In this case, nomadic service may be provided to the user. Any new such Private Cell entries are incorporated into the user's macro-cellular subscriber operational information. In one implementation, this information can be maintained as part of the subscriber profile information and stored at the Home AAA (H-AAA) function from where the full set of Private Cell ID information (along with other necessary configuration and operational information associated with the user) come into effect each time the user is successfully authenticated for service. If the user is already active in the macro-cellular network and the macro-cell at which the user is currently being served is one of the cells from which handover can be performed to the Private Cell, the new Private Cell ID is provided to the serving macro-cell to be added as a potential Private-Cell handover target for the user. This information may also be added to the handover context information that will be transferred to the target cell if the target is a macro-cell.

Various mechanisms can be provided for a macro-cell to obtain the applicable Private Cell information for a user when the user is served by the macro-cell. In one example for such mechanisms, the macro-cell queries a more centralized location/function in the network for any such information for the user. This more centralized location/function may be the H-AAA itself or private cell gateway to allow the local agent of the private cell at the current serving access network to provide such information to support the handoff operation for the appropriate user.

In another example for such mechanisms, when the user enters the macro-cell on handover, the full set of Private Cell IDs and their associated macro-cells can be directed to the macro-cell as part of the handoff context information from the previous serving macro-cell. From this data received b the macrocell, the macrocell can determine whether the user has any Private Cells within the macro-cell's coverage area to which the user has access privileges. The H-AAA or the private cell gateway can be operated to push the access privilege information to the local agent of the private cell at the access network. This operation can be used to ensure that the handoff context is kept up-to-date as the private cell/network may add or delete new user to access the private cell/network while the user has been active with the current serving access network. Consequently, the handoff context of the corresponding user will be updated with the access privilege to the private cell.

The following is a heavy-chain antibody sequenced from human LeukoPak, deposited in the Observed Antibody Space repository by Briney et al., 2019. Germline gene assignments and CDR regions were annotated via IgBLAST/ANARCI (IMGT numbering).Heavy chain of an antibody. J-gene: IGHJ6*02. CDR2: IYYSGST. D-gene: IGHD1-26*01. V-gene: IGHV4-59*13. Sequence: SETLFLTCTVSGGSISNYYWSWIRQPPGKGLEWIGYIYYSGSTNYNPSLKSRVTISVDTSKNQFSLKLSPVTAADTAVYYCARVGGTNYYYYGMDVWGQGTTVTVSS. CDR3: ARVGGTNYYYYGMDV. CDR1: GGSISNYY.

Based on the above updated information on the private cells or private network, the handover target can be selected from the private cells or networks identified in the above private cell mapping for handover from a Macro-cell to a Private Cell Based on the information acquisition, processing, and dissemination process described in this specification, a macro-cell knows that a user currently being served by the macrocell has permission to access one or more Private Cells to which the macro-cell is able to support handover. An example for a procedure between the macro-cell and the user's MS in order to allow these Private Cells as potential handover targets without the necessary support by the advertised neighboring cell list.

FIG. 2 illustrates a flow of operations in this procedure.

1. A user MS begins the wireless service from the access network via a macro-cell. This can occur via a number of ways including 1) a handover from another macro-cell or from an underlying Private Cell, 2) a re-entry or re-activation into the network from a MS idle state, or 3) from a full entry activation into the network on the MS's first access attempt or after the MS was previously de-activated (such by the MS having been powered off) and is then re-activated.